Filip Zrnzević, a photographer from Belgrade, Serbia, noticed one of his pictures being sold as a canvas on the retailer’s website without his consent. Zrnzević proceeded to contact Radovanović and Stojanović law firm in Belgrade.
Due to the retailer’s headquarters being in Minnesota, a search for Minnesota-based counsel by Đorđe Vićić, a partner at the law firm, led him to Patterson Thuente IP.
“This was a perfect case for us considering we work with clients around the globe in securing IP protection. It was of particular interest because our attorneys have a passion for helping solo creators,” Patterson said.
After reviewing the case, Biasco and Patterson decided it would be a good opportunity to provide their legal services on a pro bono basis.
First, they needed to register Zrnzević’s copyright with the U.S. Copyright Registration Office. It is necessary to register copyrights with the federal government in order to enforce them in Federal Court.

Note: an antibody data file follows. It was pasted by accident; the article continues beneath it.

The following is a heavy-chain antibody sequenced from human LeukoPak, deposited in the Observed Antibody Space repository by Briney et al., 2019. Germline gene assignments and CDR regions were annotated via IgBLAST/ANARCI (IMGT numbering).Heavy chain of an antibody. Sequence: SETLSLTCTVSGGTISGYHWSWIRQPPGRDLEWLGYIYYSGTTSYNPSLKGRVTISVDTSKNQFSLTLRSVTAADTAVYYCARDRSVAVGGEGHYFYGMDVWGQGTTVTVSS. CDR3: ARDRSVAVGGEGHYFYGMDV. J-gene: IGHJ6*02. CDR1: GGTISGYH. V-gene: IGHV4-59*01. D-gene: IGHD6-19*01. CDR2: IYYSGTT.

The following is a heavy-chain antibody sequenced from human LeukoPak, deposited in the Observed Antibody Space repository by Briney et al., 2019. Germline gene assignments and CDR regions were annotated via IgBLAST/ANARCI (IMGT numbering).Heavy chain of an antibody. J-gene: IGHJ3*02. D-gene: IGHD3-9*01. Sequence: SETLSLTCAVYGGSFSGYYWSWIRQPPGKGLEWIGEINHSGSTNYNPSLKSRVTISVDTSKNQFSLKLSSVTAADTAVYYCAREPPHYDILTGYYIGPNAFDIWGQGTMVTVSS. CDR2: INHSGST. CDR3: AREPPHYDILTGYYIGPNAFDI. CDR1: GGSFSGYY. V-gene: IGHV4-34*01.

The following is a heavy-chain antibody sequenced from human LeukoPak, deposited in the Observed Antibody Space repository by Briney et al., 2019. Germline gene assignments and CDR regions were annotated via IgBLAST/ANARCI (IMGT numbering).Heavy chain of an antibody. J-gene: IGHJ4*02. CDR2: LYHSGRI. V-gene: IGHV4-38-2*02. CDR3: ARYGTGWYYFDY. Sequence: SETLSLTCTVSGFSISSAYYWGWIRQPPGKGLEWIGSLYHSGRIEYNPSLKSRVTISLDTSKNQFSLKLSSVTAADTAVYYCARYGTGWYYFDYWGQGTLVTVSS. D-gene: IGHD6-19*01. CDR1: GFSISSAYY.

With the copyright registered, Biasco and Patterson needed to figure out how best to see the infringing activity halted and to recoup Zrnzević’s losses. The Patterson Thuente team began preparations to sue the retailer for copyright infringement, which eventually led them to a supplier in Ohio — the entity from which the retailer purchased the infringing material.
“Despite the opposing side’s attempts, our client was owed not only the ceasing of the copyright infringement, but also the profit garnered from the unlawful sale of his intellectual property,” Patterson said.
After negotiations, the supplier ceased the infringing activity and agreed to a settlement favorable to Zrnzević. In addition to the settlement, the supplier requested to review Zrnzević’s full art portfolio for the possibility of a future licensing agreement.
“This was an all-around win for our client. He gained a favorable settlement and the possibility of future work prospects. Meanwhile, Jim and I got do what we love and provide our services to a solo artist 5,000 miles away,” Biasco said.